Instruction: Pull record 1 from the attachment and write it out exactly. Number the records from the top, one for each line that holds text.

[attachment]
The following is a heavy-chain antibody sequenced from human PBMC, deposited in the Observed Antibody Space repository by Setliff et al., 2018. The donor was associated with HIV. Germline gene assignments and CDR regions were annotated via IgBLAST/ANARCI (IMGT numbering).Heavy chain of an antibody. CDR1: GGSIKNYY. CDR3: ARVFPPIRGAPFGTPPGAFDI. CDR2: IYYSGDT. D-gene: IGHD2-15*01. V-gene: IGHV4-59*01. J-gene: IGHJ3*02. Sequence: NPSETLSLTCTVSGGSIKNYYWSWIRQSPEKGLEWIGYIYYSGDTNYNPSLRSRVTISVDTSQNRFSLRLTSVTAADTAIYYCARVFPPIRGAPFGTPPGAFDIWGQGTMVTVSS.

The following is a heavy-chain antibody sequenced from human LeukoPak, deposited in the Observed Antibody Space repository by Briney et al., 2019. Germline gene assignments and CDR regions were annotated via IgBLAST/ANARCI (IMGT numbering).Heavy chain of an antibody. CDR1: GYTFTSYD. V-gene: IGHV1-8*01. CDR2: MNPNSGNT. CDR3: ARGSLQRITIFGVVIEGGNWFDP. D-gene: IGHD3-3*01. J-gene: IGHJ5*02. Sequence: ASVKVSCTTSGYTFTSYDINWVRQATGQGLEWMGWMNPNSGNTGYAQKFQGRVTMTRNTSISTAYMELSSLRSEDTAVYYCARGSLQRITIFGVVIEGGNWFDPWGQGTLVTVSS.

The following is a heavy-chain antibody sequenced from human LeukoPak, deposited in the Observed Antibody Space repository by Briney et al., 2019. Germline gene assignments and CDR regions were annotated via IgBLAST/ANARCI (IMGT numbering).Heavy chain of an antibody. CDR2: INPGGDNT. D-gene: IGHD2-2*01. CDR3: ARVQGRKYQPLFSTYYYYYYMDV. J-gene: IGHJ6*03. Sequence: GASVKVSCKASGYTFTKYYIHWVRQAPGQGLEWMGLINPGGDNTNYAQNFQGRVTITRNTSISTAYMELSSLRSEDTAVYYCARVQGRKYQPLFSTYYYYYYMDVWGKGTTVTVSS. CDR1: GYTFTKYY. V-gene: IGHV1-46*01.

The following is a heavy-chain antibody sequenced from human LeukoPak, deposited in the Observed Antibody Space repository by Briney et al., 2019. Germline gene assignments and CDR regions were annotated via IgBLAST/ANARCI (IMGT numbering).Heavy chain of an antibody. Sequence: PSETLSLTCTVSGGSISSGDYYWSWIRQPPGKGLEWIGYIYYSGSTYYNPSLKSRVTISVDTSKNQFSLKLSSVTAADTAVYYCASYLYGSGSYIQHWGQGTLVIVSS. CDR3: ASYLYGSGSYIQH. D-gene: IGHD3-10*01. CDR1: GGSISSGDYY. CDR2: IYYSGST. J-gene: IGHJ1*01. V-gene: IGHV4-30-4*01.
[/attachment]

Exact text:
The following is a heavy-chain antibody sequenced from human PBMC, deposited in the Observed Antibody Space repository by Setliff et al., 2018. The donor was associated with HIV. Germline gene assignments and CDR regions were annotated via IgBLAST/ANARCI (IMGT numbering).Heavy chain of an antibody. CDR1: GGSIKNYY. CDR3: ARVFPPIRGAPFGTPPGAFDI. CDR2: IYYSGDT. D-gene: IGHD2-15*01. V-gene: IGHV4-59*01. J-gene: IGHJ3*02. Sequence: NPSETLSLTCTVSGGSIKNYYWSWIRQSPEKGLEWIGYIYYSGDTNYNPSLRSRVTISVDTSQNRFSLRLTSVTAADTAIYYCARVFPPIRGAPFGTPPGAFDIWGQGTMVTVSS.